our everyday life

How to Lift a 91 Year Old Woman From a Wheelchair Into a Car

by Amanda Goldfarb

Diseases such as osteoporosis and arthritis can become debilitating as we age. A wheelchair often serves as an invaluable aid for helping an elderly person maneuver in everyday situations. One of the most cumbersome tasks involved with caring for an elderly person regards transferring that person from their wheelchair to a vehicle. This process requires care because the bones of the elderly are often extremely fragile. Odd angles created by car door present another hurdle to overcome. Using creative positioning techniques and proper lifting strategies allows you to safely overcome these obstacles.

Open the the car door on the strong side of the person you will moving. This will enable the person to help you as much as possible.

Place the wheelchair parallel to the car seat.

Lower the locking levers and lock the wheelchair in place.

Position yourself at eye level with the person you are going to transfer and explain what you will be doing. Make eye contact as this helps ease any anxiety the person might be feeling. Speak clearly and loudly as many elderly people have experienced decreased hearing.

Check to make sure the person is ready to move. A three-count system is helpful.

Stand facing the elderly person with your feet shoulder width apart. One foot should be positioned half a foot length in front of the other. Bend at the knees placing most of your weight on the balls of your feet.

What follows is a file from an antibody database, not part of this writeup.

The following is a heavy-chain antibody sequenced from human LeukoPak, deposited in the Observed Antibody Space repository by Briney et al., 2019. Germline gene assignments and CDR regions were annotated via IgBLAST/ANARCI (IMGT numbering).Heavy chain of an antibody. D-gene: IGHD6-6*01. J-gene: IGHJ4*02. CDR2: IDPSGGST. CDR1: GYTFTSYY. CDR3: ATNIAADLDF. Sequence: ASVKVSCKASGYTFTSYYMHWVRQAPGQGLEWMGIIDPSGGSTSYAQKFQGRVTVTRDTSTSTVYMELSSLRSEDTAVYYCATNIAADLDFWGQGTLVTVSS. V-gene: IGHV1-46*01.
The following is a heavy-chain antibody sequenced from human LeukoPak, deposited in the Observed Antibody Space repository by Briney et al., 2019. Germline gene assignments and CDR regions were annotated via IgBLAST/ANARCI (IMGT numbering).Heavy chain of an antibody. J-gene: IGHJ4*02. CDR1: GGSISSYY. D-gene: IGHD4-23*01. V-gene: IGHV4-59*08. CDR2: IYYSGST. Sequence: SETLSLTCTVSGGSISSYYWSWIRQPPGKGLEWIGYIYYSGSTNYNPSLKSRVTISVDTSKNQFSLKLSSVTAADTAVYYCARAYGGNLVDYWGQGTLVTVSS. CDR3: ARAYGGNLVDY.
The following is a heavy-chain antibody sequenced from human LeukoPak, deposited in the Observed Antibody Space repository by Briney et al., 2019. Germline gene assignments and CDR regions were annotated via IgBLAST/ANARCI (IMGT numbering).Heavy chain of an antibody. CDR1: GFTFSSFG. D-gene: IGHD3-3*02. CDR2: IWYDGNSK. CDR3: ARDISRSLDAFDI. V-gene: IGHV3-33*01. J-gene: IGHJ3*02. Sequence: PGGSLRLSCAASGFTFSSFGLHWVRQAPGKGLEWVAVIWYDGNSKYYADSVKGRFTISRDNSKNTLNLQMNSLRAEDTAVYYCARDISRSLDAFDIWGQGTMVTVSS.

Gently grasp the person firmly around the waist or under the arms depending on the person's level of comfort.

Lift the person from the wheelchair. Keep your back straight and bend at your knees.

Shift the person into the car seat. If they are able to assist you, have them place their arm on the car seat for added support. If the person is unable to help, have them place their arms around you so they won't impede the process.

Help the person to get settled in the vehicle and secure the seatbelt.

Fold the wheelchair and place it in the trunk or back seat.

About the Author

Amanda Goldfarb became a freelance writer in 2006. She has written many articles for "Oviedo TRI-Lights," "Cool Runnings" and several other health- and fitness-related blogs. She has also contributed to her town's tri-club newsletter. Goldfarb obtained her Bachelor of Arts degree in English from the University of Central Florida and is currently pursuing a degree in emergency medical services.

Photo Credits

  • elderly couple relaxing in wheelchairs in the sun image by L. Shat from Fotolia.com